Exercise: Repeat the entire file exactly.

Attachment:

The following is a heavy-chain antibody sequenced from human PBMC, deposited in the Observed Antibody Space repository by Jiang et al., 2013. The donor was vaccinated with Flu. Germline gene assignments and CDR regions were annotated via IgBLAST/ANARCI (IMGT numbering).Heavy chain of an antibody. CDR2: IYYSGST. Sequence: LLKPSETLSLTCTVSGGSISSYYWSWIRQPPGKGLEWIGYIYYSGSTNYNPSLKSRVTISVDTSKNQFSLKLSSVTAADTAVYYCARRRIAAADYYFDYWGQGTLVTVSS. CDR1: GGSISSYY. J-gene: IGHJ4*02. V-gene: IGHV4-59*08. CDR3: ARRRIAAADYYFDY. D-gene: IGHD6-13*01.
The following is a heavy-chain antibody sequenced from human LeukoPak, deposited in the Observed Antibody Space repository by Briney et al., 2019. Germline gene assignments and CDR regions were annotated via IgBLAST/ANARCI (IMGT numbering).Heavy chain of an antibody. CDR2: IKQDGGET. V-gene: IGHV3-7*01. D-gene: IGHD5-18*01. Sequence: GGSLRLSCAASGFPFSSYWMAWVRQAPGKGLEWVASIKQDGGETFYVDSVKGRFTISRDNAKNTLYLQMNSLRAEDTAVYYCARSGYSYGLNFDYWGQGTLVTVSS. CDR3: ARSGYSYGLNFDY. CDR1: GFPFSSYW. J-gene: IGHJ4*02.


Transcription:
The following is a heavy-chain antibody sequenced from human PBMC, deposited in the Observed Antibody Space repository by Jiang et al., 2013. The donor was vaccinated with Flu. Germline gene assignments and CDR regions were annotated via IgBLAST/ANARCI (IMGT numbering).Heavy chain of an antibody. CDR2: IYYSGST. Sequence: LLKPSETLSLTCTVSGGSISSYYWSWIRQPPGKGLEWIGYIYYSGSTNYNPSLKSRVTISVDTSKNQFSLKLSSVTAADTAVYYCARRRIAAADYYFDYWGQGTLVTVSS. CDR1: GGSISSYY. J-gene: IGHJ4*02. V-gene: IGHV4-59*08. CDR3: ARRRIAAADYYFDY. D-gene: IGHD6-13*01.
The following is a heavy-chain antibody sequenced from human LeukoPak, deposited in the Observed Antibody Space repository by Briney et al., 2019. Germline gene assignments and CDR regions were annotated via IgBLAST/ANARCI (IMGT numbering).Heavy chain of an antibody. CDR2: IKQDGGET. V-gene: IGHV3-7*01. D-gene: IGHD5-18*01. Sequence: GGSLRLSCAASGFPFSSYWMAWVRQAPGKGLEWVASIKQDGGETFYVDSVKGRFTISRDNAKNTLYLQMNSLRAEDTAVYYCARSGYSYGLNFDYWGQGTLVTVSS. CDR3: ARSGYSYGLNFDY. CDR1: GFPFSSYW. J-gene: IGHJ4*02.